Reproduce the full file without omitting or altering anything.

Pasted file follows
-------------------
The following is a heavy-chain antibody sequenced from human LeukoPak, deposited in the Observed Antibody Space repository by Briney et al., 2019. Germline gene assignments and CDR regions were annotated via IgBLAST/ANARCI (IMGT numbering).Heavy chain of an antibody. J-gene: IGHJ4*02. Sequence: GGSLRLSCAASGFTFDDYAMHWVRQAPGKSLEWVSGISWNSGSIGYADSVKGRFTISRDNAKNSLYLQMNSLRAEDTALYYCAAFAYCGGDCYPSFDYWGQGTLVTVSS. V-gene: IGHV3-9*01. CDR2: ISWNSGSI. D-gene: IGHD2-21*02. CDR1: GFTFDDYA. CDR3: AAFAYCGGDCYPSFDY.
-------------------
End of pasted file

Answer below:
The following is a heavy-chain antibody sequenced from human LeukoPak, deposited in the Observed Antibody Space repository by Briney et al., 2019. Germline gene assignments and CDR regions were annotated via IgBLAST/ANARCI (IMGT numbering).Heavy chain of an antibody. J-gene: IGHJ4*02. Sequence: GGSLRLSCAASGFTFDDYAMHWVRQAPGKSLEWVSGISWNSGSIGYADSVKGRFTISRDNAKNSLYLQMNSLRAEDTALYYCAAFAYCGGDCYPSFDYWGQGTLVTVSS. V-gene: IGHV3-9*01. CDR2: ISWNSGSI. D-gene: IGHD2-21*02. CDR1: GFTFDDYA. CDR3: AAFAYCGGDCYPSFDY.